The control of extraneous factors affecting recording in participants is perhaps the most problematic of the results here, because it may irreparably affect the veracity of between-subjects experimental models. Of course, depending on the circumstances, it may not be possible or even desirable to control all the listed variables—for instance, patient populations must remain on medication, opportunistic recording at any time of day is necessary to observe an episodic phenomenon, etc. However, the fact remains that circadian rhythm, medication, health status, food, water and bladder filling all potentially possess the ability to modify the variance of a normative group, even if only problematic in a minority of participants. Some of these external factors (medication, health status, and nicotine use) are well controlled, but a minority of work controlled for gastric or bladder filling. The amount that this affects a normative sample of HRV needs to be determined experimentally.
For experimentation within subjects, the situation is a lot less clear. Obviously, if within-subject measurement involves an intervention over multiple recording periods in time, the potential contamination presents precisely as it would between subjects. However, if a task effect is being observed in sequential recording periods during the same experiment, the problem may be substantially reduced. That is, in the presence of a strong artifact, the absolute or proportional change in HRV in response to a drug, task, intervention etc. may occur reliably but simply from an altered baseline.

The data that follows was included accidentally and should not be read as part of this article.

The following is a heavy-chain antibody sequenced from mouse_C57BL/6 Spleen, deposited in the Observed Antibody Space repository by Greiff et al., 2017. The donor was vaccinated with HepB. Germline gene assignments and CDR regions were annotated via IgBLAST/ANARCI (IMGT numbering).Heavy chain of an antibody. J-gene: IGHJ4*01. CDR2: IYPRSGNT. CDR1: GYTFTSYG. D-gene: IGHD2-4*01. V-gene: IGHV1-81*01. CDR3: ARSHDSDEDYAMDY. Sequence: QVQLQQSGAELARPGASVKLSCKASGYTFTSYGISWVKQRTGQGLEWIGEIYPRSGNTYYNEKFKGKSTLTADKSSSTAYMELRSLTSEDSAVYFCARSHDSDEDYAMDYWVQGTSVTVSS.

Say, for instance, that gastric activity subsequent to feeding increases LF spectral power in an experimental participant who is then subjected to social stress, which is also expected to increase LF power. If that power rises to a proportional level, i.e., rises by the same absolute or proportional amount that it otherwise would in the absence of feeding, then any potential source of error has been substantially ameliorated by the design.
The problem in this instance would be amplified if there was an interaction between the altered baseline and task. If the response is attenuated or amplified, i.e., there is an interaction between the task effect and the source of artifact, then the situation is concerning, doubly so if a small sample is being used. To a small sample with normative values (e.g., Nunan et al., 2010; LF = 519 ms2, HF = 657 ms2), a mean increase in HF ms2 subsequent to drinking (Routledge et al., 2002; HF +686 ms2) has the potential to destroy the fidelity of an entire measurement at baseline. If this change interacts with any given task-related effect, the sample quickly runs the risk of becoming uninterpretable.
Normalized and LF/HF Variables; Co-Reporting and Equivalence